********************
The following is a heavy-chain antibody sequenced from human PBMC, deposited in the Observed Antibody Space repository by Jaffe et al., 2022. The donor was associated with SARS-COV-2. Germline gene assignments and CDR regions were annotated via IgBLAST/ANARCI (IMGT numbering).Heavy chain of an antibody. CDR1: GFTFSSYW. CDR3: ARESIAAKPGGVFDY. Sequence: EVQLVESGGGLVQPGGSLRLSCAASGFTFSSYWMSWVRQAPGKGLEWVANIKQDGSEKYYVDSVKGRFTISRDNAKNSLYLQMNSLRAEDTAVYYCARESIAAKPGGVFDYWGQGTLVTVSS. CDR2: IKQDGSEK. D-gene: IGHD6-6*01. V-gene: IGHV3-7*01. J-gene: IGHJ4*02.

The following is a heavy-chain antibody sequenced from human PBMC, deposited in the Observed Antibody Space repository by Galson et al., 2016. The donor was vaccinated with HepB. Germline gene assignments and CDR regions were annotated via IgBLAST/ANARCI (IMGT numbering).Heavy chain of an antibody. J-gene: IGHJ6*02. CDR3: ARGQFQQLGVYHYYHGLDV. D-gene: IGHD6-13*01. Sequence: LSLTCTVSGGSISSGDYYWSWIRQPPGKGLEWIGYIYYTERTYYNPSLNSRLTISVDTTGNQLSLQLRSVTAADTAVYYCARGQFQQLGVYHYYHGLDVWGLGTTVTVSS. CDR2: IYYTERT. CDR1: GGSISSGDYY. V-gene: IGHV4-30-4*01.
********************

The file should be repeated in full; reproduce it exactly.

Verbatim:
The following is a heavy-chain antibody sequenced from human PBMC, deposited in the Observed Antibody Space repository by Jaffe et al., 2022. The donor was associated with SARS-COV-2. Germline gene assignments and CDR regions were annotated via IgBLAST/ANARCI (IMGT numbering).Heavy chain of an antibody. CDR1: GFTFSSYW. CDR3: ARESIAAKPGGVFDY. Sequence: EVQLVESGGGLVQPGGSLRLSCAASGFTFSSYWMSWVRQAPGKGLEWVANIKQDGSEKYYVDSVKGRFTISRDNAKNSLYLQMNSLRAEDTAVYYCARESIAAKPGGVFDYWGQGTLVTVSS. CDR2: IKQDGSEK. D-gene: IGHD6-6*01. V-gene: IGHV3-7*01. J-gene: IGHJ4*02.

The following is a heavy-chain antibody sequenced from human PBMC, deposited in the Observed Antibody Space repository by Galson et al., 2016. The donor was vaccinated with HepB. Germline gene assignments and CDR regions were annotated via IgBLAST/ANARCI (IMGT numbering).Heavy chain of an antibody. J-gene: IGHJ6*02. CDR3: ARGQFQQLGVYHYYHGLDV. D-gene: IGHD6-13*01. Sequence: LSLTCTVSGGSISSGDYYWSWIRQPPGKGLEWIGYIYYTERTYYNPSLNSRLTISVDTTGNQLSLQLRSVTAADTAVYYCARGQFQQLGVYHYYHGLDVWGLGTTVTVSS. CDR2: IYYTERT. CDR1: GGSISSGDYY. V-gene: IGHV4-30-4*01.